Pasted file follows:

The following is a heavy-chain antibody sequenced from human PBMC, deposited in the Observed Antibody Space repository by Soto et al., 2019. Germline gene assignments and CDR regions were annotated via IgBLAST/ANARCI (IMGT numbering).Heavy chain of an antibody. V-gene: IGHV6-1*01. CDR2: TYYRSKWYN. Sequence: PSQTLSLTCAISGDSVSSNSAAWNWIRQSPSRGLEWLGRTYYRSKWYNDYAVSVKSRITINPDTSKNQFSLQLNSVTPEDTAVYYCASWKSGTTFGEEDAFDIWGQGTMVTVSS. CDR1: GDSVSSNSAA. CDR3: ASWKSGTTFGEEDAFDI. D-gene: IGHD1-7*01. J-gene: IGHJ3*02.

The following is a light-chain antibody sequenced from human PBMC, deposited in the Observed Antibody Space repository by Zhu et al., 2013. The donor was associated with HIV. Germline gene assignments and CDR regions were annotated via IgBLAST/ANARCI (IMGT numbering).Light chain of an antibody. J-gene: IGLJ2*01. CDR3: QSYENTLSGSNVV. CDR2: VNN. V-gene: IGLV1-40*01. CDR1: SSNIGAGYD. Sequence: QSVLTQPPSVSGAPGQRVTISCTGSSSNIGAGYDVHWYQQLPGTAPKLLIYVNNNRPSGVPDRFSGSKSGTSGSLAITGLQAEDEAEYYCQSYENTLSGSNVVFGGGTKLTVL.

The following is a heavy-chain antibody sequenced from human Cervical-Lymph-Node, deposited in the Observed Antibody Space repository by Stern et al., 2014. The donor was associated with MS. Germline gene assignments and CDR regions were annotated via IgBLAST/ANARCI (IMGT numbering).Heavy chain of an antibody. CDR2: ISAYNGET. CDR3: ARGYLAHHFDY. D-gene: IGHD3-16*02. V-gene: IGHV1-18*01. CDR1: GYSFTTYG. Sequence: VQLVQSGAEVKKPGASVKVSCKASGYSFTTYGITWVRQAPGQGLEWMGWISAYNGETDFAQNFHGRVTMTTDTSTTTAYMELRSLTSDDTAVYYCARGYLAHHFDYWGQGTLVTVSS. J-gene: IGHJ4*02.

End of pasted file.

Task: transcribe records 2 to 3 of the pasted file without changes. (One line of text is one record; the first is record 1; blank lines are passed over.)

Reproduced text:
The following is a light-chain antibody sequenced from human PBMC, deposited in the Observed Antibody Space repository by Zhu et al., 2013. The donor was associated with HIV. Germline gene assignments and CDR regions were annotated via IgBLAST/ANARCI (IMGT numbering).Light chain of an antibody. J-gene: IGLJ2*01. CDR3: QSYENTLSGSNVV. CDR2: VNN. V-gene: IGLV1-40*01. CDR1: SSNIGAGYD. Sequence: QSVLTQPPSVSGAPGQRVTISCTGSSSNIGAGYDVHWYQQLPGTAPKLLIYVNNNRPSGVPDRFSGSKSGTSGSLAITGLQAEDEAEYYCQSYENTLSGSNVVFGGGTKLTVL.

The following is a heavy-chain antibody sequenced from human Cervical-Lymph-Node, deposited in the Observed Antibody Space repository by Stern et al., 2014. The donor was associated with MS. Germline gene assignments and CDR regions were annotated via IgBLAST/ANARCI (IMGT numbering).Heavy chain of an antibody. CDR2: ISAYNGET. CDR3: ARGYLAHHFDY. D-gene: IGHD3-16*02. V-gene: IGHV1-18*01. CDR1: GYSFTTYG. Sequence: VQLVQSGAEVKKPGASVKVSCKASGYSFTTYGITWVRQAPGQGLEWMGWISAYNGETDFAQNFHGRVTMTTDTSTTTAYMELRSLTSDDTAVYYCARGYLAHHFDYWGQGTLVTVSS. J-gene: IGHJ4*02.